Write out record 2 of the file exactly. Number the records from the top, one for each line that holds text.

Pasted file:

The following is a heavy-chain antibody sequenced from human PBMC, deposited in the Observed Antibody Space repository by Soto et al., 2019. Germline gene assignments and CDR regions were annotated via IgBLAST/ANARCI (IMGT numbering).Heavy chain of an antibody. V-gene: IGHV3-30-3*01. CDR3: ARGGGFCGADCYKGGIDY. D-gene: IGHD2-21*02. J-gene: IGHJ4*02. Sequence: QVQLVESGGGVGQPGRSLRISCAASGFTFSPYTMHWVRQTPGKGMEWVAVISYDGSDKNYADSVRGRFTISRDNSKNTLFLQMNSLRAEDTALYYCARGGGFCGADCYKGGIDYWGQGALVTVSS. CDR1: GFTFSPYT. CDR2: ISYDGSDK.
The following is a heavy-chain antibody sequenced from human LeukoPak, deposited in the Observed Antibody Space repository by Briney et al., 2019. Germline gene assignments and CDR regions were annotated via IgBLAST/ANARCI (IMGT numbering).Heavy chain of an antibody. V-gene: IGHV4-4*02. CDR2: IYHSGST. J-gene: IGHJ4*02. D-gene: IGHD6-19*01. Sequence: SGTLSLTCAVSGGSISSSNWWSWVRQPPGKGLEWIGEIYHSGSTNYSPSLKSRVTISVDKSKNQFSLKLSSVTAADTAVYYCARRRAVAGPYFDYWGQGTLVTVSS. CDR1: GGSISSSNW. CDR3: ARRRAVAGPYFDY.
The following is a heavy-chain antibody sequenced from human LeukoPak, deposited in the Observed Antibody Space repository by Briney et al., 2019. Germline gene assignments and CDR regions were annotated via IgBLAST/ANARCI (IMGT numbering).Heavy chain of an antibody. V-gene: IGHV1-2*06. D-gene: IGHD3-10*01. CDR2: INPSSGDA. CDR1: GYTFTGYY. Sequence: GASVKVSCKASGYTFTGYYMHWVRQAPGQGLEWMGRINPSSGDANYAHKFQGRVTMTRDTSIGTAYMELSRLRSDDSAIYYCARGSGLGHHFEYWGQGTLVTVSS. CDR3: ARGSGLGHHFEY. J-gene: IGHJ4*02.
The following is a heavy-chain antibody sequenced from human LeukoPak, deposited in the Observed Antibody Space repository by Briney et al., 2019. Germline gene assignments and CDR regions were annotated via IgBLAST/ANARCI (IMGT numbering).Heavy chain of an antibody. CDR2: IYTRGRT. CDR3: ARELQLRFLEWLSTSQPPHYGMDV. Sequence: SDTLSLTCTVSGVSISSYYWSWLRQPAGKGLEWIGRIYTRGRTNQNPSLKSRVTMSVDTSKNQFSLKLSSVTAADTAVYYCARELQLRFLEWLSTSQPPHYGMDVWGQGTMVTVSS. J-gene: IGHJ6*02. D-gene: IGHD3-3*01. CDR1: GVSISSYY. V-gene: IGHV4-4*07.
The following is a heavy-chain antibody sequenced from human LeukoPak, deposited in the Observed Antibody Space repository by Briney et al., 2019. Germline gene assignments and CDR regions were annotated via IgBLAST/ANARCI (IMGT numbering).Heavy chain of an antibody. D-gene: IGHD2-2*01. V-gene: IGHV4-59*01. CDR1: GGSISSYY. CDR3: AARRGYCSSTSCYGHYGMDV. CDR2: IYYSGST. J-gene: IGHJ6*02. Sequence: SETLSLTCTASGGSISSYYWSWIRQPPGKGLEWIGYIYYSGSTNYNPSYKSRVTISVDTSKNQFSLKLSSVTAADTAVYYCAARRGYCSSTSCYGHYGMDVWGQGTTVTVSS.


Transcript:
The following is a heavy-chain antibody sequenced from human LeukoPak, deposited in the Observed Antibody Space repository by Briney et al., 2019. Germline gene assignments and CDR regions were annotated via IgBLAST/ANARCI (IMGT numbering).Heavy chain of an antibody. V-gene: IGHV4-4*02. CDR2: IYHSGST. J-gene: IGHJ4*02. D-gene: IGHD6-19*01. Sequence: SGTLSLTCAVSGGSISSSNWWSWVRQPPGKGLEWIGEIYHSGSTNYSPSLKSRVTISVDKSKNQFSLKLSSVTAADTAVYYCARRRAVAGPYFDYWGQGTLVTVSS. CDR1: GGSISSSNW. CDR3: ARRRAVAGPYFDY.